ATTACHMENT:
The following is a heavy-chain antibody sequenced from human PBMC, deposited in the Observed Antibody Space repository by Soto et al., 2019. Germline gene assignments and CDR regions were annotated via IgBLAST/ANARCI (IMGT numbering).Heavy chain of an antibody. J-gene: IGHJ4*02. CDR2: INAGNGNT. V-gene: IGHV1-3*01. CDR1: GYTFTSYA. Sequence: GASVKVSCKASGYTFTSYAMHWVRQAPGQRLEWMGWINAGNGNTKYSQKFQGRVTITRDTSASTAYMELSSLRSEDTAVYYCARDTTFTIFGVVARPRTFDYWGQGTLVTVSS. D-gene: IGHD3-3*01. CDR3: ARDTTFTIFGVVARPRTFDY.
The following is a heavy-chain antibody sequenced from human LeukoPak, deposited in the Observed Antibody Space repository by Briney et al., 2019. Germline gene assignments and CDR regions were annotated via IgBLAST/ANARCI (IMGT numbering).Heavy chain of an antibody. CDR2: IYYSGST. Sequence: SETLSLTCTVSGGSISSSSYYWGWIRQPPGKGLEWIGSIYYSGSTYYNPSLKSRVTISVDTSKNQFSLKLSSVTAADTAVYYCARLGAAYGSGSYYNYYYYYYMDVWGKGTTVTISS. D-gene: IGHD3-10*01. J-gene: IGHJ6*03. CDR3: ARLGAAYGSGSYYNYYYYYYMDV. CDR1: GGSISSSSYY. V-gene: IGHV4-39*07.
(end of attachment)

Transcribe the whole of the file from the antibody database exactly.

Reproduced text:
The following is a heavy-chain antibody sequenced from human PBMC, deposited in the Observed Antibody Space repository by Soto et al., 2019. Germline gene assignments and CDR regions were annotated via IgBLAST/ANARCI (IMGT numbering).Heavy chain of an antibody. J-gene: IGHJ4*02. CDR2: INAGNGNT. V-gene: IGHV1-3*01. CDR1: GYTFTSYA. Sequence: GASVKVSCKASGYTFTSYAMHWVRQAPGQRLEWMGWINAGNGNTKYSQKFQGRVTITRDTSASTAYMELSSLRSEDTAVYYCARDTTFTIFGVVARPRTFDYWGQGTLVTVSS. D-gene: IGHD3-3*01. CDR3: ARDTTFTIFGVVARPRTFDY.
The following is a heavy-chain antibody sequenced from human LeukoPak, deposited in the Observed Antibody Space repository by Briney et al., 2019. Germline gene assignments and CDR regions were annotated via IgBLAST/ANARCI (IMGT numbering).Heavy chain of an antibody. CDR2: IYYSGST. Sequence: SETLSLTCTVSGGSISSSSYYWGWIRQPPGKGLEWIGSIYYSGSTYYNPSLKSRVTISVDTSKNQFSLKLSSVTAADTAVYYCARLGAAYGSGSYYNYYYYYYMDVWGKGTTVTISS. D-gene: IGHD3-10*01. J-gene: IGHJ6*03. CDR3: ARLGAAYGSGSYYNYYYYYYMDV. CDR1: GGSISSSSYY. V-gene: IGHV4-39*07.